The cornerstone of conservative Christian values is the objection to abortion, despite the fact that Numbers 5 is just one of a few places in the Bible and the Talmud that permit abortion—with God’s endorsement and direct involvement. Believers argue “it doesn’t say she was pregnant”. Yeah, but it doesn’t say she wasn’t either, and she most likely was, if her husband thinks she cheated on him while he was away. So what if she was pregnant when this potion causes her womb to discharge so that she becomes barren? How could that even happen unless she is pregnant? I’ve yet to corner a believer into admitting the obvious answer to that question.

We often hear that “Jesus loves the little children”, but the Religious Right doesn’t give a $#!+. They’ll fight for an undeveloped embryo, even if only to impede progress in stem cell research—despite the fact that so many pregnancies end in miscarriage, when the mother never even knew she was pregnant. And the fertilization process is so inefficient that only one in a million sperm won’t be wasted, even on the off-chance that there’s an egg there.

But once the kid is born, then the proponents of Christian family values want to deny that child any financially beneficial food or housing programs, as well as health care or even a proper education, especially if it’s free. They don’t want struggling young parents to have anything for free; not even mother’s milk, not if anyone can see.

How can you pretend to have family values or care about children if you won’t even allow breast feeding, because you think that’s somehow dirty? So that mothers either have to stay at home all the time, or they have to take suckling infants into a public toilet to feed them, as if that is a healthy place for your baby to eat. They can’t do that in the company of their family and friends at table #5 because some other guy who calls his wife “mother” doesn’t want to see a baby getting booby.

The Religious Right damn sure doesn’t want kids to have birth control or sex ed, because they love children so much, they want children to have children; without education or a means of support. So that we have more and more of these kids living below the poverty level, in a deliberately debilitating positive feedback loop, but with socially negative results.

In this twilight hour, while we still have a dwindling middle class, those kids who do get an education get one designed to mislead and deceive. Classrooms are politicized and propagandized such that the new generation won’t have the wherewithal to assume the helm with any wisdom in their turn. Instead they are expected to work and pay and vote as they’re told. To ensure that, the system must control their beliefs, and force conformity through fear of God.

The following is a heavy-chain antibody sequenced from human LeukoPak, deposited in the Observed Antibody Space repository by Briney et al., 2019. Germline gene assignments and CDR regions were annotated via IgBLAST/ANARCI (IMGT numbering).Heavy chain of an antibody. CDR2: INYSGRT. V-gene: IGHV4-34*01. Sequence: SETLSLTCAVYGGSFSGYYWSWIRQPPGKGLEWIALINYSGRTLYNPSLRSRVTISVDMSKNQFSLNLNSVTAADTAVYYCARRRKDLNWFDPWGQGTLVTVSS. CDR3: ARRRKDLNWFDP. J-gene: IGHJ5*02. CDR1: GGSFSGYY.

Some believers say that if it wasn’t for their fear of God, they’d run amok, killing and raping, stealing and vandalizing everything, because they think that would be fun; and that we should want there to be a god, because without the threat of inescapable judgment from an indomitable despot, those religious extremists would be horrible amoral monsters unleashed on the rest of us; which is an admission that they are horrible amoral monsters anyway.

Of course, when they eventually lose their faith, as is happening more and more nowadays, they find that they actually have a much better attitude than they had as believers. They’re less prejudiced, more tolerant and more inquisitive, and they tend to vote more liberally.

Humanists don’t need the threat of divine retribution, and that threat obviously doesn’t work anyway; not when those who believe in it most also commit the most heinous abuses unimpeded by that belief; even when they know that God’s gotta be watching, right? I suspect that they must already know that he’s not really there.

The latest update to the Humanist Manifesto basically says we don’t have a god and we don’t need one; that secular humanists and even believing Christians can be good for goodness’ sake, because that’s how society works best, and that’s what works best for all of us. Because we evolved as a social species, we all have an innate sense of compassion for our family, friends and fellows. So we don’t want to hurt anyone or otherwise behave in a way that would piss off everyone in the eyes of our peers; not without good reason. We’re all happier and we enjoy life a lot more when we show how we care about each other. It’s really that simple. The Humanist Manifesto says that too.

In closing, I want to note that it also bears this one memorable sentiment: “You get one life: live it”.

 

 

 

 

 

 

 

 

 

 

 

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"I am a millennial Catholic and I agree. There is only belief or unbelief; nothing ..."

Is an Agnostic also Atheist?
"The New Testament demands that we love our neighbors. It also demands that we love ..."

Debate: Is Christianity dangerous?